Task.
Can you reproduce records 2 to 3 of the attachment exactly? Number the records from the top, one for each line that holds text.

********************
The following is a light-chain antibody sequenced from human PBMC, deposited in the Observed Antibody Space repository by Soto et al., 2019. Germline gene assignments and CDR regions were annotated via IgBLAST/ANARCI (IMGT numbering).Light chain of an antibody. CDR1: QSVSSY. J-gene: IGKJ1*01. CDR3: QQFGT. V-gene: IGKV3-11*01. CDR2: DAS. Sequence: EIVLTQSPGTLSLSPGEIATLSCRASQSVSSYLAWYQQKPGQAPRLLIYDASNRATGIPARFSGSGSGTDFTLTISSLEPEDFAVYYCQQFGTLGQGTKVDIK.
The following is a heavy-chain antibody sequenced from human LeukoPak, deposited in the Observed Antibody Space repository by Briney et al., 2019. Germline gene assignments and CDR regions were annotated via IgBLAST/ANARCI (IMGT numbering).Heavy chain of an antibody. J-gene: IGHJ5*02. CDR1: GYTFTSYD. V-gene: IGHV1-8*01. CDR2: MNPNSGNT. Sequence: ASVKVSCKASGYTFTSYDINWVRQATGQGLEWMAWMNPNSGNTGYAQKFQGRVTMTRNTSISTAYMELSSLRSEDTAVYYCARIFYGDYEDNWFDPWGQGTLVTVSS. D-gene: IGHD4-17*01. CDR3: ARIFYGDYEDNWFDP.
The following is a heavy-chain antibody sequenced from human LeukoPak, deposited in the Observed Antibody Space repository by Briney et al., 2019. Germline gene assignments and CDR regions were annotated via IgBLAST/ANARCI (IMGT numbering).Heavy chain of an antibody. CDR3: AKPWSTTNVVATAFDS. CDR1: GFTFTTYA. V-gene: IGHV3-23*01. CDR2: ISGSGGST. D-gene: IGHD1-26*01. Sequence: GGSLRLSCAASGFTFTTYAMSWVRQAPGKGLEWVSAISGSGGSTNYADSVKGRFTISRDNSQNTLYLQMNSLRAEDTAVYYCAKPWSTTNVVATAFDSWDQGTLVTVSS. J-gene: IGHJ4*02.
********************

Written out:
The following is a heavy-chain antibody sequenced from human LeukoPak, deposited in the Observed Antibody Space repository by Briney et al., 2019. Germline gene assignments and CDR regions were annotated via IgBLAST/ANARCI (IMGT numbering).Heavy chain of an antibody. J-gene: IGHJ5*02. CDR1: GYTFTSYD. V-gene: IGHV1-8*01. CDR2: MNPNSGNT. Sequence: ASVKVSCKASGYTFTSYDINWVRQATGQGLEWMAWMNPNSGNTGYAQKFQGRVTMTRNTSISTAYMELSSLRSEDTAVYYCARIFYGDYEDNWFDPWGQGTLVTVSS. D-gene: IGHD4-17*01. CDR3: ARIFYGDYEDNWFDP.
The following is a heavy-chain antibody sequenced from human LeukoPak, deposited in the Observed Antibody Space repository by Briney et al., 2019. Germline gene assignments and CDR regions were annotated via IgBLAST/ANARCI (IMGT numbering).Heavy chain of an antibody. CDR3: AKPWSTTNVVATAFDS. CDR1: GFTFTTYA. V-gene: IGHV3-23*01. CDR2: ISGSGGST. D-gene: IGHD1-26*01. Sequence: GGSLRLSCAASGFTFTTYAMSWVRQAPGKGLEWVSAISGSGGSTNYADSVKGRFTISRDNSQNTLYLQMNSLRAEDTAVYYCAKPWSTTNVVATAFDSWDQGTLVTVSS. J-gene: IGHJ4*02.